Masquerade

• Phyllis Galembo has spent the past twenty years photographing the masquerade traditions of Africa and Haiti. Just as the photograph transforms the subject by transfixing him in time and space, the mask transforms its wearer into a different being. Many of these costumes have a specific mythological and ritual context. The Mami Wata Mask from Cross River, Nigeria references the Mami Wata spirit, a female figure who possesses beauty and often carries a serpent. The red and white contrast of the mask represents the dual nature of the Mami Wata: the two sides of death as destruction and transformation. In myth, she drowns sailors or boaters. If she decides to return them to land, they are transformed into wealthier and more attractive versions of themselves. The Nger Ball masqueraders, also from Cross River, have a more mysterious background. They are wearing costumes woven from plant fibers, topped with goatskin and fur headpieces. The patterns have meaning within the context of their dance performances.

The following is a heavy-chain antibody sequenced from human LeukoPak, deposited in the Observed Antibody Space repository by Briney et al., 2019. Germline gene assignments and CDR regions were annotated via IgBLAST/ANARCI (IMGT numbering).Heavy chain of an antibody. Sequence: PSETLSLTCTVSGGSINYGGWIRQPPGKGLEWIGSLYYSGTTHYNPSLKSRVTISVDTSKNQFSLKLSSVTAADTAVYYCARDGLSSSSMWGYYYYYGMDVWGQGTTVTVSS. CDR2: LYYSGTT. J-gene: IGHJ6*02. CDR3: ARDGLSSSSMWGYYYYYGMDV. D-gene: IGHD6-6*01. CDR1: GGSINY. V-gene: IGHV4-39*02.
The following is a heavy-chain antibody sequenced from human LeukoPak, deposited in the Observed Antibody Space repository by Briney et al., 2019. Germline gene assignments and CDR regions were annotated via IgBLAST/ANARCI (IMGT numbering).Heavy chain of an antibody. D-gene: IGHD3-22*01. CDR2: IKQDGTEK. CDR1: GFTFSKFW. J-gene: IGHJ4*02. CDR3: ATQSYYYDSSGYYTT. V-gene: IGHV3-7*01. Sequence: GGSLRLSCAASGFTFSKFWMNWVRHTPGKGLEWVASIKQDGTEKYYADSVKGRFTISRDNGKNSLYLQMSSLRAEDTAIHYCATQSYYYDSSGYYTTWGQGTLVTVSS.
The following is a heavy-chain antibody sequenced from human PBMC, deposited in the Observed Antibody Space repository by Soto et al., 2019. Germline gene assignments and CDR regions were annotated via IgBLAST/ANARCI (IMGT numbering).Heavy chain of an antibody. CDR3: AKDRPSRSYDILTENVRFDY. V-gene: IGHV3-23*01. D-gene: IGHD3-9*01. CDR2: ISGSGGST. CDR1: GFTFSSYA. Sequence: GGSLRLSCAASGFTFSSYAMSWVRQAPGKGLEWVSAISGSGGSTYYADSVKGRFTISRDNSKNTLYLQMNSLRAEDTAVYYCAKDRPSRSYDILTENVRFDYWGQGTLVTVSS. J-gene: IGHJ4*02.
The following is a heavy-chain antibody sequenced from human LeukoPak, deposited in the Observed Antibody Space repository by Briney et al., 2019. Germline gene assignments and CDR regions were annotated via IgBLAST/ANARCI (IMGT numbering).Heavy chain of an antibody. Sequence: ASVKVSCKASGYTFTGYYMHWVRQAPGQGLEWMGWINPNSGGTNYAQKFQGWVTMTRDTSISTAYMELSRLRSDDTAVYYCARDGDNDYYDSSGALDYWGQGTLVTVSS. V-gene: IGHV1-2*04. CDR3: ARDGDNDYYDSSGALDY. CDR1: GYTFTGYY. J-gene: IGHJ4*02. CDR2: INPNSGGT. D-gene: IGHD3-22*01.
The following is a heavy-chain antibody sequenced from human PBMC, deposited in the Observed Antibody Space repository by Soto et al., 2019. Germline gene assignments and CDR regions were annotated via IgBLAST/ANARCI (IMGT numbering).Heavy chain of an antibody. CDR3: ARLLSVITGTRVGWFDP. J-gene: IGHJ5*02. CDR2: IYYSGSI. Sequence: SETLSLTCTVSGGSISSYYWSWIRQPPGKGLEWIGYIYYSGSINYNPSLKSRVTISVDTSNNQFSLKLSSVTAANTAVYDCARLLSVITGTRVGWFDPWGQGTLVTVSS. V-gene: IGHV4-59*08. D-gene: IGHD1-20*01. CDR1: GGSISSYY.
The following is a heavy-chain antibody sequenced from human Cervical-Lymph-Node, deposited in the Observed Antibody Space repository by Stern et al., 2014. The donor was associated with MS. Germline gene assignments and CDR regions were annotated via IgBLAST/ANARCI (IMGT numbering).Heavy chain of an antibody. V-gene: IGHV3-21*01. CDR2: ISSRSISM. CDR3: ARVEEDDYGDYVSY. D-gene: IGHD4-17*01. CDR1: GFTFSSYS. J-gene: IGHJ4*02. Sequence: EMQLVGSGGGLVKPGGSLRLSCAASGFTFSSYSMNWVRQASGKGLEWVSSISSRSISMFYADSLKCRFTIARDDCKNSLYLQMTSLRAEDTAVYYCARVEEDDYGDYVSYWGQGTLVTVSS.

• Unlike many African masquerade costumes that cover the face with fabric, Ayami Nishimura transforms the face with makeup. In this exhibition and book, with photographs by Rankin, she creates fantastical contrasts with colorful pigments.